When contemplating war, beware of babies in incubators
More than 10 years later, I can still recall my brother Sean's face. It was bright red. Furious. Not one given to fits of temper, Sean was in an uproar. He was a father, and he had just heard that Iraqi soldiers had taken scores of babies out of incubators in Kuwait City and left them to die. The Iraqis had shipped the incubators back to Baghdad. A pacifist by nature, my brother was not in a peaceful mood that day. "We've got to go and get Saddam Hussein. Now," he said passionately.Skip to next paragraph
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I completely understood his feelings. Although I had no family of my own then, who could countenance such brutality? The news of the slaughter had come at a key moment in the deliberations about whether the US would invade Iraq. Those who watched the non-stop debates on TV saw that many of those who had previously wavered on the issue had been turned into warriors by this shocking incident.
Too bad it never happened. The babies in the incubator story is a classic example of how easy it is for the public and legislators to be mislead during moments of high tension. It's also a vivid example of how the media can be manipulated if we do not keep our guards up.
The invented story eventually broke apart and was exposed. (I first saw it reported in December of 1992 on CBC-TV's Fifth Estate Canada's "60 Minutes" in a program called "Selling the War." The show later won an international Emmy.) But it's been 10 years since it happened, and we again find ourselves facing dramatic decisions about war. It is instructive to look back at what happened, in order that we do not find ourselves deceived again, by either side in the issue.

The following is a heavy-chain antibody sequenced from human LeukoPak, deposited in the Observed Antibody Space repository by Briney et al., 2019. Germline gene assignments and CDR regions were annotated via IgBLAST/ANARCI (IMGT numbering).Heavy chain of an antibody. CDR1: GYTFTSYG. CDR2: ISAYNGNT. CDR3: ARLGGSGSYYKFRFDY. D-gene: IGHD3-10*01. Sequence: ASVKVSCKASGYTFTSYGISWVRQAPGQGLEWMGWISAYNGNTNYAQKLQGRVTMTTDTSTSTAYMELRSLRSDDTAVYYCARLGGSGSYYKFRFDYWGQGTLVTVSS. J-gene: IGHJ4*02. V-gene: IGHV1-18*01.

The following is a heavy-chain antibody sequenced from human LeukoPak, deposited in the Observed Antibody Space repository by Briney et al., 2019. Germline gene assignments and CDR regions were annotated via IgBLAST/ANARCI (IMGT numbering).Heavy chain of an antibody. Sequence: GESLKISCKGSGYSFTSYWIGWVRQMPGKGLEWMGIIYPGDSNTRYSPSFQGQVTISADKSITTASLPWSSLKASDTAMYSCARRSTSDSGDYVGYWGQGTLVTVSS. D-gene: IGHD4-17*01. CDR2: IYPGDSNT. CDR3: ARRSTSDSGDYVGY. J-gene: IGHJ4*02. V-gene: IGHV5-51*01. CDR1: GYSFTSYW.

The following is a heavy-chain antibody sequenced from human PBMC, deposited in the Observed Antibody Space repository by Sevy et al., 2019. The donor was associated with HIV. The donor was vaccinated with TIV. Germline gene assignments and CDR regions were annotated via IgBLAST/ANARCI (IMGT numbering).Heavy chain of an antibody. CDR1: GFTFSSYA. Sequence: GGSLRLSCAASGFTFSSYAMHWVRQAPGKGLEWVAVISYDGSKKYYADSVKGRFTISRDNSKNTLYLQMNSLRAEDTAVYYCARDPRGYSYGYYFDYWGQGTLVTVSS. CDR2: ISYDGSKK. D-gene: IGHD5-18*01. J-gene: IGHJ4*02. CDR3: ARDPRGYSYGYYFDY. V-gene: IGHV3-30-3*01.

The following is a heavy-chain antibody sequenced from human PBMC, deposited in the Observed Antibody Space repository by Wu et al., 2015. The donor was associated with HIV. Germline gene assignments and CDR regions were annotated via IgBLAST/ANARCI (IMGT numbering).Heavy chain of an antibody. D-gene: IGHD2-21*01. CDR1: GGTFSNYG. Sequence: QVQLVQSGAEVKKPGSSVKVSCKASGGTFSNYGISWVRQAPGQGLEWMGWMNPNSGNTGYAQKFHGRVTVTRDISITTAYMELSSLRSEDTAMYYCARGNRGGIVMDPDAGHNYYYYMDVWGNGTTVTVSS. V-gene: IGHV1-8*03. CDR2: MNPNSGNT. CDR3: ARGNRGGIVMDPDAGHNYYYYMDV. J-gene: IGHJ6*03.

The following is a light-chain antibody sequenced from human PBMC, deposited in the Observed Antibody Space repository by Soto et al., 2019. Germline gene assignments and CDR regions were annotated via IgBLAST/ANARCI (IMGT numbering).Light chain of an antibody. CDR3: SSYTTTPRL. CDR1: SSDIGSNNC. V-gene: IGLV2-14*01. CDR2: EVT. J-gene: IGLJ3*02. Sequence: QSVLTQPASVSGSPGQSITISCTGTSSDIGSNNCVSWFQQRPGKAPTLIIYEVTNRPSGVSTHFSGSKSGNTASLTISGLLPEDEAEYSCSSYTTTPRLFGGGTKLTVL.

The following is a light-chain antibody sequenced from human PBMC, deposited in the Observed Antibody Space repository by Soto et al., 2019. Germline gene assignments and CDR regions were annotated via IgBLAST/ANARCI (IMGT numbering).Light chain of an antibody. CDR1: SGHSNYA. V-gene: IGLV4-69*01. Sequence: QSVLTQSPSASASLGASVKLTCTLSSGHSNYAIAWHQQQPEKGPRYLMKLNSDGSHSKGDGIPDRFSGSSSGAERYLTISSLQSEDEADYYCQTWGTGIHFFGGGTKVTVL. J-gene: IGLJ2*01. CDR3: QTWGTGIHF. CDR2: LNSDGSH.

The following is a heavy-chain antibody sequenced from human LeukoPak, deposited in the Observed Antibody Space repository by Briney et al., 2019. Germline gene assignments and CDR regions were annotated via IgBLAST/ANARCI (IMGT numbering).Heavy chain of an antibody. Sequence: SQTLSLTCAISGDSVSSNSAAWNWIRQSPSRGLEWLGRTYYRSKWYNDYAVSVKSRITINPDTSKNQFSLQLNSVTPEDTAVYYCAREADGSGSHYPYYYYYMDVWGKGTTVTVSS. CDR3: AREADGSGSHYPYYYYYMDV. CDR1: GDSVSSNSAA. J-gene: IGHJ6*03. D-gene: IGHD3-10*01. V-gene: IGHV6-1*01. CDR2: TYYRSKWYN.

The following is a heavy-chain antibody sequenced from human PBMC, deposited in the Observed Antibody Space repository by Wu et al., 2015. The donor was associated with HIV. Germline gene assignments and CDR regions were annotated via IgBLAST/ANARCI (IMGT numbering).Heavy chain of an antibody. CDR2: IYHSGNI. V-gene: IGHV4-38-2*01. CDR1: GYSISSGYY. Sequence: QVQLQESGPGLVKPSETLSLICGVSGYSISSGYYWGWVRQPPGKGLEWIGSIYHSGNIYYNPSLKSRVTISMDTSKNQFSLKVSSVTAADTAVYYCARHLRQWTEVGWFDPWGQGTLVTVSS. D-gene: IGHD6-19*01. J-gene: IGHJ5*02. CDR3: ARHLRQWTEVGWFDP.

Iraq invaded Kuwait in August of 1990. As the BBC reported: "The country's ruler, Sheik Jaber al-Ahmed al-Sabah, fled into exile in his armour plated Mercedes, across the desert to neighbouring Saudi Arabia."
The Kuwait government had to find a way to "sell the war" to the American public, who were interested, but not deeply involved. So under the auspices of a group called Citizen for a Free Kuwait, which was really the Kuwait government in exile (the group received almost $12 million from the Kuwaiti government, and only $17,000 from others, according to author John R. MacArthur) the American PR firm Hill & Knowlton was hired for $10.7 million to devise a campaign to win American support for the war. Craig Fuller, the firm's president and COO, had been then-President George Bush's chief of staff when the senior Bush has served as vice president under Ronald Reagan. The move made a lot of sense after all, access to power is everything in Washington and the Hill & Knowlton people had lots of that.
It's wasn't an easy sell. After all, Kuwait was hardly a "freedom-loving land." Only a few weeks before the invasion, Amnesty International accused the Kuwaiti government of jailing dozens of dissidents and torturing them without trial. In an effort to spruce up the Kuwait image, the company organized Kuwait Information Day on 20 college campuses, a national day of prayer for Kuwait, distributed thousands of "Free Kuwait" bumper stickers, and other similar traditional PR ventures. But none of it was working very well. American public support remained lukewarm the first two months.
According to MacArthur's book "Second Front," the first mention of babies being removed from incubators appeared in the Sept. 5 edition of the London Daily Telegraph. The paper ran a claim by the exiled Kuwait housing minister that, "babies in the premature unit of one of the hospitals had been removed from their incubators, so that these, too, could be carried off." Two days later, the LA Times carried a Reuter's story that quoted an American (first name only) who said, among other things, that babies were being taken from incubators, although she herself had not seen it happen.